What do I do when things are not the same?
Like when my favorite little sushi bar no longer serves sushi.
When taking my favorite street home is now out of the way and I can no longer drive down the Boulevard, I have to take the Road.
Like when the grocery store down the street moves the bread to where the milk used to be and the cereal is now in aisle twelve, not aisle three.
Or even when I come home, the furniture is rearranged and the T.V has switched corners.
And when television cartoons these days have the most random story lines that are supposed to be funny and all I want to see is that football head and a blue hat roaming the streets again.
—Or when the voice of an old cartoon change, even worse when the animation changes.
And as I get closer and closer to catching all two hundred and fifty of the elusive creatures, I find out that there are now a whopping four hundred ninety three Pokémon I have to catch.
These examples are insignificant in the grand scheme of things and maybe I am overly fond of the familiar ways of the past. Either way, it is a disappointment, a “let down” in a way, if I am going to be honest, when things are not the same. I admit, I am a sentimental guy and taking a stroll down memory lane is a regular exercise for me. But some things are not so insignificant.
In particular, I have a wonderful group of friends that all graduated from high school with me. We spent a better half of our junior year and all of senior year together, forming a tightly-knit crew. Jokingly and lovingly we labeled ourselves with a name that an outsider would not understand, but to us, that table was the hub of our last year in high school. Even now my smile shines, recalling the memories we made together—as one of my good friends once said, “I will never forget those long nights that turned into all-nighters.” Vows were spoken and promises were made that all would stay the same, despite the looming threat of distance and lack of communication. Then the year turned the corner and we bumped into college—half of us stayed home, and the other half left.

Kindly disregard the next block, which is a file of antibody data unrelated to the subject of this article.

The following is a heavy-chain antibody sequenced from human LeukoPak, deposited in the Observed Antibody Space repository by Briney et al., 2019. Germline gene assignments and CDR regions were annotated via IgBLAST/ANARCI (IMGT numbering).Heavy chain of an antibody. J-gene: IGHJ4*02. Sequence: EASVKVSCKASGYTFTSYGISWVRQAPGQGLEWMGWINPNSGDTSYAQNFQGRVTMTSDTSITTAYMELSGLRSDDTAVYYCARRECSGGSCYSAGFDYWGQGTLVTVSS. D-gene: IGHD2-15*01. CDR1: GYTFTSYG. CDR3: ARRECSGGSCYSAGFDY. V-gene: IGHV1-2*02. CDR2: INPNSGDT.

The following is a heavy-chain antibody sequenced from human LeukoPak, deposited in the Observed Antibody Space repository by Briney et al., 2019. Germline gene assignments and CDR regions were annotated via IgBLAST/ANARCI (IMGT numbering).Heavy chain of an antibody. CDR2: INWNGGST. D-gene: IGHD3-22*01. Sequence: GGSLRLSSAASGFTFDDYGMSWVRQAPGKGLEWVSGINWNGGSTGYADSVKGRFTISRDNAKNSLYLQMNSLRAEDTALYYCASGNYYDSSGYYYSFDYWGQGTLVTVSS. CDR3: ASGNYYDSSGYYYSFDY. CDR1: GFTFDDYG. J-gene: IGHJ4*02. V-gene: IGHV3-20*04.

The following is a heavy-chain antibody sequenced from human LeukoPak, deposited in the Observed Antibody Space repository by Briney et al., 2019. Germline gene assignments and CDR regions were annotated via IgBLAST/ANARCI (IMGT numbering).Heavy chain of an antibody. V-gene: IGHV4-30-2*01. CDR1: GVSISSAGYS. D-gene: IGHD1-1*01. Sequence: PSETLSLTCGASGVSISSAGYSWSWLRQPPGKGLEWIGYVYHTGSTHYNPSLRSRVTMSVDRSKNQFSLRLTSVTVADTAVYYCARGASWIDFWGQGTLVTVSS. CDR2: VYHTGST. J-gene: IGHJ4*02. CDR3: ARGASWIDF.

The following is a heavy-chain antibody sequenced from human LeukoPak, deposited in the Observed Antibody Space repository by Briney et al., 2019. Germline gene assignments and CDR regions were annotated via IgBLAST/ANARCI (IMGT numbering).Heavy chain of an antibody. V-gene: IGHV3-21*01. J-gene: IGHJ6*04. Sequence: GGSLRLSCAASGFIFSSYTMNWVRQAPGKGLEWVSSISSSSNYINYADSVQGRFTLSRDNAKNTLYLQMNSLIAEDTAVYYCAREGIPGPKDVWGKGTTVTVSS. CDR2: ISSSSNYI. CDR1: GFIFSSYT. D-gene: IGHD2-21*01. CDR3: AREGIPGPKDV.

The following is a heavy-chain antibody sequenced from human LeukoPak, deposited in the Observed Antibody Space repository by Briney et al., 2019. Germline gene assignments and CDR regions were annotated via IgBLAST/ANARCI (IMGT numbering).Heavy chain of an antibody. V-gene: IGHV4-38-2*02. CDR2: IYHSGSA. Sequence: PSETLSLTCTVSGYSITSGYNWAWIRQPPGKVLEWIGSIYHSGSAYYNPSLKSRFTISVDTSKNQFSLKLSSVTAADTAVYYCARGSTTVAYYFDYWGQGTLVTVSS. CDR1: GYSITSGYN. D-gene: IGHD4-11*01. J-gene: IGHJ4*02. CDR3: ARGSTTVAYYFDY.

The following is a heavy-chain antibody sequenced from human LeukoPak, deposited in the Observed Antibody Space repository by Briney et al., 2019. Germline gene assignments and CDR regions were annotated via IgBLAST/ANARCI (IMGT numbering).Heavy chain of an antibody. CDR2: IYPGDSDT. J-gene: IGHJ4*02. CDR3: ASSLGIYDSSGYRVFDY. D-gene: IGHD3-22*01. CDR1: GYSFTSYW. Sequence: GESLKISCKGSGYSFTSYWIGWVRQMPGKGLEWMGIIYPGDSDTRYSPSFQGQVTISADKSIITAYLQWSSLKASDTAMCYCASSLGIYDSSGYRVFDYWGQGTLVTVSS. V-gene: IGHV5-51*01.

I confess, I cannot adequately describe what happened during the following months and it will take further hindsight to make a satisfactory conclusion—but what I will say is that we changed during those months. Each one of us in our own way changed and did not stay the same: style, attitude, actions, beliefs and more. Our first reunion together was full of surprised exclamations at these changes we saw in each other, not to mention gossiping about the differences.
At the time, I accepted the changes for what they were but I denied the effect that it would eventually have on the group as a whole. Sure they are different, I said, but everything will be back to normal soon. It never did get back to normal, back to the old, youthful days of our friendship. No, I do not think it ever will be like the “old days” and that is not a bad thing.
I am okay with that reality now— truthfully. I have realized that the change I saw in my friends and the change that occurred in me was more than just “change,” it was and is growth. Growth that has pushed us—and is pushing us— higher and deeper into the men and women we will become. No longer do we swing on the childish ways of youth and immaturity, but onward we climb on gripping life’s lessons as branches to heave ourselves to a new height. And it would be impossible to forget our roots—the youth of our past—because they steady us as we grow.
I have realized that in the coming years we will not stay the same individually or collectively but now I embrace this growth, embrace the men and women my friends and I are becoming and even more and I embrace the little family we are all fast developing into.
So, I treasure the present and the past because things will not always be the same; and now, I accept the future, inevitable growth because soon, that will become a treasure too.